Triano and the Suns stole the game, and it was a reminder that there are still plenty of obscure regulations and loopholes out there in pro sports just waiting to be exploited by the right egghead coach at the fitting time.
In the N.F.L., there is Rule 11, Section 4, Article 3: the fair-catch kick rule. It allows a team to attempt an unimpeded field goal from the spot of a fair catch, and possibly score the winning 3 points in the waning seconds of a game.
On such a play, the defense can’t rush the kicker, who, in turn, can get a better running start before he kicks the ball.
In Major League Baseball, according to Rule 6.06 (a), a batter can be called out if he hits a fair or foul ball with one foot “on the ground entirely outside the batter’s box.” But it is a rule that certainly doesn’t seem to resonate with umpires. Imagine if a game-winning homer were nullified because of the positioning of a batter’s left cleat. It would be George Brett’s pine-tar homer, all over again.
Many of the more-intriguing instances of exploiting semi-concealed rules have occurred in and around a 10-foot basket.
Take the scene in New Jersey during an exhibition game between the Knicks and Nets in the early 1980s. Albert King of the Nets came flying downcourt and dunked the ball on a fast break. As his momentum carried him beneath and past the hoop, the basketball hit the top of his head and bounced back up and out of the rim. When it hit his head, the entire ball had entirely passed through the rim but had not yet cleared the netting.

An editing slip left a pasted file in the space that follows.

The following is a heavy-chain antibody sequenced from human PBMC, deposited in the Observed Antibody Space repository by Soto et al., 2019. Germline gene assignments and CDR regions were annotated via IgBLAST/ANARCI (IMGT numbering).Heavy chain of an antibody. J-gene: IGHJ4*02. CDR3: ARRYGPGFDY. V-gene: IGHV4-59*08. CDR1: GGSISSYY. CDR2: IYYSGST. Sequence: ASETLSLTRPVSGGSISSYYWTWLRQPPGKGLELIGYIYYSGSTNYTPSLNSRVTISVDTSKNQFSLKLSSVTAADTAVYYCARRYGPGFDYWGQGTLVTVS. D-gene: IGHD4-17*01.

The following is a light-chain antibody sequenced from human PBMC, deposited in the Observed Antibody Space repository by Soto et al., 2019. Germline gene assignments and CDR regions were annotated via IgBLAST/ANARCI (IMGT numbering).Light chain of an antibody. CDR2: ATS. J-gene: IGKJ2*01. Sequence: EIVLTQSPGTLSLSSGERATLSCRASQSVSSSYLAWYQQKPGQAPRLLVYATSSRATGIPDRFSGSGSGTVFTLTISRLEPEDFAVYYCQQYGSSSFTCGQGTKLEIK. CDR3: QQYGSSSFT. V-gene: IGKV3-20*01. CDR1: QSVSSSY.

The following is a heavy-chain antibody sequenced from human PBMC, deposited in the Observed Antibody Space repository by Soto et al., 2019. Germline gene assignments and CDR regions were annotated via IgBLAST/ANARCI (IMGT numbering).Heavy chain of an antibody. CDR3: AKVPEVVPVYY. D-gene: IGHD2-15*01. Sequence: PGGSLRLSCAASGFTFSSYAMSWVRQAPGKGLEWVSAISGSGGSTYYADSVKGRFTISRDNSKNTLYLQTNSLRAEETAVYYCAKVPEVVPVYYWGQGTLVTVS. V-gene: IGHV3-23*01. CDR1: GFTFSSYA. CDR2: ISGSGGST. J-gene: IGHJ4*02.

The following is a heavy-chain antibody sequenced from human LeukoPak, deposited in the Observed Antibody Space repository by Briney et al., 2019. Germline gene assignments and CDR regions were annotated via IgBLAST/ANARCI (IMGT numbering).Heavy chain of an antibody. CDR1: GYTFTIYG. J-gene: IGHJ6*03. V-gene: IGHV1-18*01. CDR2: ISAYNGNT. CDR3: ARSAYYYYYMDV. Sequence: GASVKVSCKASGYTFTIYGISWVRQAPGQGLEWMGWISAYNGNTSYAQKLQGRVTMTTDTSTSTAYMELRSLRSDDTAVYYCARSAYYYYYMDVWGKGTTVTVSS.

Hubie Brown, who was coaching the Knicks, made quite a fuss on the sideline, insisting this was not a basket. After the officials had conferred for some time, they agreed with him. The relevant Rule 5, Section I-a states: “A legal field goal or free-throw attempt shall be scored when a live ball from the playing area enters the basket from above and remains in or passes through the net.”
King’s shot did not pass through the net, and it did not get stuck in there. Therefore, there was no basket, much to the chagrin of Larry Brown, the coach of the Nets.
As for Chandler’s winning basket, it might never have been attempted if not for the so-called Trent Tucker Rule that was put into place after a controversial Martin Luther King Day victory by the Knicks in 1990. In that game against the Chicago Bulls, the score was tied, 106-106, with 0.1 seconds showing on the game clock. Mark Jackson threw the ball in to Tucker outside the arc. Tucker turned, set and launched a 3-pointer that fell in for a 109-106 victory.
It was obvious to all in attendance that Tucker had not accomplished such balletic movements in a mere one-tenth of a second. The clock simply had not been restarted until Tucker’s shot was launched. The league allowed the Knicks’ victory but changed the rules so that only tip-ins or alley-oops would be allowed to count with 0.3 seconds or less remaining on the clock when a ball is inbounded.
The Suns had 0.6 seconds on Tuesday, but even that wasn’t really enough time to set up much of a shot for anybody. A standard alley-oop pass to Chandler just to the side of the rim? The Suns could have tried that, but it would have been much more difficult to pull off. Instead, Triano went for the rim.
“I thought he was crazy when he first told us,” Devin Booker, the Suns’ shooting guard, told AZcentral.com. “I’m thinking the ball is going in the hoop, you can’t touch it. That’s coaching right there.”
Afterward, Triano wasn’t boasting much about his tactical triumph. In fact, he sounded almost disappointed the cat was out of the bag.
“I tried to keep it a secret,” Triano said. “It’s not a secret anymore.”
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